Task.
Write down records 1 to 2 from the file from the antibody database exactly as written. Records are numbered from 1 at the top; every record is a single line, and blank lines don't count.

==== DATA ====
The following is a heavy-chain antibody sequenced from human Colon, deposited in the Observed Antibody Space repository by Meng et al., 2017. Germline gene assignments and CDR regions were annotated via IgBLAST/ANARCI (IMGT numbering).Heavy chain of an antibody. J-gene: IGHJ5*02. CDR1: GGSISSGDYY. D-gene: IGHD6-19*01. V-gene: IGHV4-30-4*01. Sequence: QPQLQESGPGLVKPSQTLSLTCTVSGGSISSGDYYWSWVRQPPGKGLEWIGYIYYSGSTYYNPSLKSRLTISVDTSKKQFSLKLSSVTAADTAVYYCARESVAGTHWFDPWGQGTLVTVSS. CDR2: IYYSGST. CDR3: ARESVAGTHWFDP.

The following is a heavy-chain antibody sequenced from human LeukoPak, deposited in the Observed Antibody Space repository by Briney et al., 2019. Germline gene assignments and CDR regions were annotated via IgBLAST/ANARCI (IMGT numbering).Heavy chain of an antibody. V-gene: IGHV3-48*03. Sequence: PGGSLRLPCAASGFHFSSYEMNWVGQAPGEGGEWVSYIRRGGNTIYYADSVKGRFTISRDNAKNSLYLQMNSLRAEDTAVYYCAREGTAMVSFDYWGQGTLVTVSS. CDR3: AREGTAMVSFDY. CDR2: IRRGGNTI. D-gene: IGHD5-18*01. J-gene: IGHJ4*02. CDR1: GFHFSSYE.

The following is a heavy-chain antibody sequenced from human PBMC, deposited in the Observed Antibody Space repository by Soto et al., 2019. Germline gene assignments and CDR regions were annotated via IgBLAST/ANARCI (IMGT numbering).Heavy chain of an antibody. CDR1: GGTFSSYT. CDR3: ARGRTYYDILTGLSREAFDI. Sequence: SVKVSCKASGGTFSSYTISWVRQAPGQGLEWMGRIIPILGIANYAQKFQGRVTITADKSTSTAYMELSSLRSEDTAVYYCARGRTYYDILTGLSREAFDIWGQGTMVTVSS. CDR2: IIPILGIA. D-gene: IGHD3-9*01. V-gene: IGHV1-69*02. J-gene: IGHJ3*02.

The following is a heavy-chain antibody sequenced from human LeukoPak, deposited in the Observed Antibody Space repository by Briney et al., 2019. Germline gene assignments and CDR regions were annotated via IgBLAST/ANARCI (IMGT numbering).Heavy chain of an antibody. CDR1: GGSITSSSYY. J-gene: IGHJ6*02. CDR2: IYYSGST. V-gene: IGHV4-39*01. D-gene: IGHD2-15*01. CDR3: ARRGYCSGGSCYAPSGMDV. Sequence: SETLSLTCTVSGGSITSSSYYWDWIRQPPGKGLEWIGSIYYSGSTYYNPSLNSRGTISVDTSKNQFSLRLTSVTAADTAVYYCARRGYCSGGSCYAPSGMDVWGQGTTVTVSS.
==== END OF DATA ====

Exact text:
The following is a heavy-chain antibody sequenced from human Colon, deposited in the Observed Antibody Space repository by Meng et al., 2017. Germline gene assignments and CDR regions were annotated via IgBLAST/ANARCI (IMGT numbering).Heavy chain of an antibody. J-gene: IGHJ5*02. CDR1: GGSISSGDYY. D-gene: IGHD6-19*01. V-gene: IGHV4-30-4*01. Sequence: QPQLQESGPGLVKPSQTLSLTCTVSGGSISSGDYYWSWVRQPPGKGLEWIGYIYYSGSTYYNPSLKSRLTISVDTSKKQFSLKLSSVTAADTAVYYCARESVAGTHWFDPWGQGTLVTVSS. CDR2: IYYSGST. CDR3: ARESVAGTHWFDP.

The following is a heavy-chain antibody sequenced from human LeukoPak, deposited in the Observed Antibody Space repository by Briney et al., 2019. Germline gene assignments and CDR regions were annotated via IgBLAST/ANARCI (IMGT numbering).Heavy chain of an antibody. V-gene: IGHV3-48*03. Sequence: PGGSLRLPCAASGFHFSSYEMNWVGQAPGEGGEWVSYIRRGGNTIYYADSVKGRFTISRDNAKNSLYLQMNSLRAEDTAVYYCAREGTAMVSFDYWGQGTLVTVSS. CDR3: AREGTAMVSFDY. CDR2: IRRGGNTI. D-gene: IGHD5-18*01. J-gene: IGHJ4*02. CDR1: GFHFSSYE.